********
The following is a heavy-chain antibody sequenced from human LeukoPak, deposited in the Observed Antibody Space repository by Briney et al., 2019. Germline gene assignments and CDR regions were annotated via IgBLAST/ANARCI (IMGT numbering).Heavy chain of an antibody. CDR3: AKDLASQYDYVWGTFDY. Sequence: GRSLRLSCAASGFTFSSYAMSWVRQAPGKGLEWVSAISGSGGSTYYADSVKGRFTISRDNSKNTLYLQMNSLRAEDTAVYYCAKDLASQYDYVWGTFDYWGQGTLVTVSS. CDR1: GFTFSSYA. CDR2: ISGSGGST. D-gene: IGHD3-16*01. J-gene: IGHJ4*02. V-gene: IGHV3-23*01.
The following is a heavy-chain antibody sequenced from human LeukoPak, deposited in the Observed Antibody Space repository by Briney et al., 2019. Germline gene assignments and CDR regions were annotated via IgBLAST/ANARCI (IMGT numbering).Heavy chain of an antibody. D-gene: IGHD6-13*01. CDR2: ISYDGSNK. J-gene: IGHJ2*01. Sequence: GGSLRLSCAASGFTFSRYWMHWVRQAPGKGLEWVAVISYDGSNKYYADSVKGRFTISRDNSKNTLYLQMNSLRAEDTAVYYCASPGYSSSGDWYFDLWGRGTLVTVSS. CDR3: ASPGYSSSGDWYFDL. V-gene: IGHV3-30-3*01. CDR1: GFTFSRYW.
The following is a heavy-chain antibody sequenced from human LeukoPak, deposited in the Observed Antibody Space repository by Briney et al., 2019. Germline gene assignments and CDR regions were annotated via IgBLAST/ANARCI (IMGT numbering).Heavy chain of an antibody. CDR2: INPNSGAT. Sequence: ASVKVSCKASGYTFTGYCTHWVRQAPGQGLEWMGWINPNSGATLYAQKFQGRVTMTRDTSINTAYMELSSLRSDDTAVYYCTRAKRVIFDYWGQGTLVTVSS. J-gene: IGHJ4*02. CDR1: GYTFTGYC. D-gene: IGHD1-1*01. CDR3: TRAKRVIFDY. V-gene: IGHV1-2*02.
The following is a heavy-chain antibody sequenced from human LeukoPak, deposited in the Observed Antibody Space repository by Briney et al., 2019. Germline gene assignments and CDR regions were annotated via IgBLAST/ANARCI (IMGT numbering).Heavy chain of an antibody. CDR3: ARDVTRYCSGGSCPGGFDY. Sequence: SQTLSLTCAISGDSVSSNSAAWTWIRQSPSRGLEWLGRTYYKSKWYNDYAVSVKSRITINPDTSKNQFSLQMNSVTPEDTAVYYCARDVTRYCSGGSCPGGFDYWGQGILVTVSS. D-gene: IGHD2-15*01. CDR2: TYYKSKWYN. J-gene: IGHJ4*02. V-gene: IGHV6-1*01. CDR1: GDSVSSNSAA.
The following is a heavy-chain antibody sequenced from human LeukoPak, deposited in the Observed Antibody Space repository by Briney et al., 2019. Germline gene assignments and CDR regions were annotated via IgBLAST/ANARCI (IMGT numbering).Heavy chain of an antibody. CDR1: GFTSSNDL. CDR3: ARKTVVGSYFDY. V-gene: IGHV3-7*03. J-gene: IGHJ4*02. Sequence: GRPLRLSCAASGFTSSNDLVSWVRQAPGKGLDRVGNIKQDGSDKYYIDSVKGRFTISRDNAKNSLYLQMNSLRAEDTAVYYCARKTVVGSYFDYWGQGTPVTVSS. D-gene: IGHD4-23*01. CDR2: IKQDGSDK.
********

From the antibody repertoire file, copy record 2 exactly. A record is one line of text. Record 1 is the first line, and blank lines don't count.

The following is a heavy-chain antibody sequenced from human LeukoPak, deposited in the Observed Antibody Space repository by Briney et al., 2019. Germline gene assignments and CDR regions were annotated via IgBLAST/ANARCI (IMGT numbering).Heavy chain of an antibody. D-gene: IGHD6-13*01. CDR2: ISYDGSNK. J-gene: IGHJ2*01. Sequence: GGSLRLSCAASGFTFSRYWMHWVRQAPGKGLEWVAVISYDGSNKYYADSVKGRFTISRDNSKNTLYLQMNSLRAEDTAVYYCASPGYSSSGDWYFDLWGRGTLVTVSS. CDR3: ASPGYSSSGDWYFDL. V-gene: IGHV3-30-3*01. CDR1: GFTFSRYW.